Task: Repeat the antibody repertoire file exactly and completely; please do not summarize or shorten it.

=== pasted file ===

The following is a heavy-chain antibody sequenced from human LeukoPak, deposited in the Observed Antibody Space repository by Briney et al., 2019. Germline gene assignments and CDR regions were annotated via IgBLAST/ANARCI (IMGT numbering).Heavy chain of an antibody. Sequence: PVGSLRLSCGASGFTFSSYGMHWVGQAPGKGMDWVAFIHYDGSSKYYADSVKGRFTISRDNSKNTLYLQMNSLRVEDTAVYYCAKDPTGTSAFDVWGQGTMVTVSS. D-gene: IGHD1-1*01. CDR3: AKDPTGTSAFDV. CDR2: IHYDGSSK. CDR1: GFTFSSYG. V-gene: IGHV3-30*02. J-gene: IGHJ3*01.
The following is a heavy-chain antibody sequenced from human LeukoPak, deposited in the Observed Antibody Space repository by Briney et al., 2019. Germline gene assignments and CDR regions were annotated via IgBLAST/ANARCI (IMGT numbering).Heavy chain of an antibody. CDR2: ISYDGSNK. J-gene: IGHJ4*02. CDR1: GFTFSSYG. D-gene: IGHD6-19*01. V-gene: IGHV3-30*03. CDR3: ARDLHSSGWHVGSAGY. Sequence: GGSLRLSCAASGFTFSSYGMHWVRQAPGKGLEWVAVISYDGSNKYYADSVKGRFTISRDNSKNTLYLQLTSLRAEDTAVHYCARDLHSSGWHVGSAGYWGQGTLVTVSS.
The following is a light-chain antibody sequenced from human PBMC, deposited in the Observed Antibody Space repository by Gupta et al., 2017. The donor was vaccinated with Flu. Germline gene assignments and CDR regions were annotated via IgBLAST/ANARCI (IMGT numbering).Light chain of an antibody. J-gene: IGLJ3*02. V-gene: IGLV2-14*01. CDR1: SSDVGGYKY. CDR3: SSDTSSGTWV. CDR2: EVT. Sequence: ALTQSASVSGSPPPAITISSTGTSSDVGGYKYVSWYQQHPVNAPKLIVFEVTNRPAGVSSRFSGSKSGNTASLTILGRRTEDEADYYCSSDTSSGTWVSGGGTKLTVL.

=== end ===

The following is a heavy-chain antibody sequenced from human LeukoPak, deposited in the Observed Antibody Space repository by Briney et al., 2019. Germline gene assignments and CDR regions were annotated via IgBLAST/ANARCI (IMGT numbering).Heavy chain of an antibody. Sequence: PVGSLRLSCGASGFTFSSYGMHWVGQAPGKGMDWVAFIHYDGSSKYYADSVKGRFTISRDNSKNTLYLQMNSLRVEDTAVYYCAKDPTGTSAFDVWGQGTMVTVSS. D-gene: IGHD1-1*01. CDR3: AKDPTGTSAFDV. CDR2: IHYDGSSK. CDR1: GFTFSSYG. V-gene: IGHV3-30*02. J-gene: IGHJ3*01.
The following is a heavy-chain antibody sequenced from human LeukoPak, deposited in the Observed Antibody Space repository by Briney et al., 2019. Germline gene assignments and CDR regions were annotated via IgBLAST/ANARCI (IMGT numbering).Heavy chain of an antibody. CDR2: ISYDGSNK. J-gene: IGHJ4*02. CDR1: GFTFSSYG. D-gene: IGHD6-19*01. V-gene: IGHV3-30*03. CDR3: ARDLHSSGWHVGSAGY. Sequence: GGSLRLSCAASGFTFSSYGMHWVRQAPGKGLEWVAVISYDGSNKYYADSVKGRFTISRDNSKNTLYLQLTSLRAEDTAVHYCARDLHSSGWHVGSAGYWGQGTLVTVSS.
The following is a light-chain antibody sequenced from human PBMC, deposited in the Observed Antibody Space repository by Gupta et al., 2017. The donor was vaccinated with Flu. Germline gene assignments and CDR regions were annotated via IgBLAST/ANARCI (IMGT numbering).Light chain of an antibody. J-gene: IGLJ3*02. V-gene: IGLV2-14*01. CDR1: SSDVGGYKY. CDR3: SSDTSSGTWV. CDR2: EVT. Sequence: ALTQSASVSGSPPPAITISSTGTSSDVGGYKYVSWYQQHPVNAPKLIVFEVTNRPAGVSSRFSGSKSGNTASLTILGRRTEDEADYYCSSDTSSGTWVSGGGTKLTVL.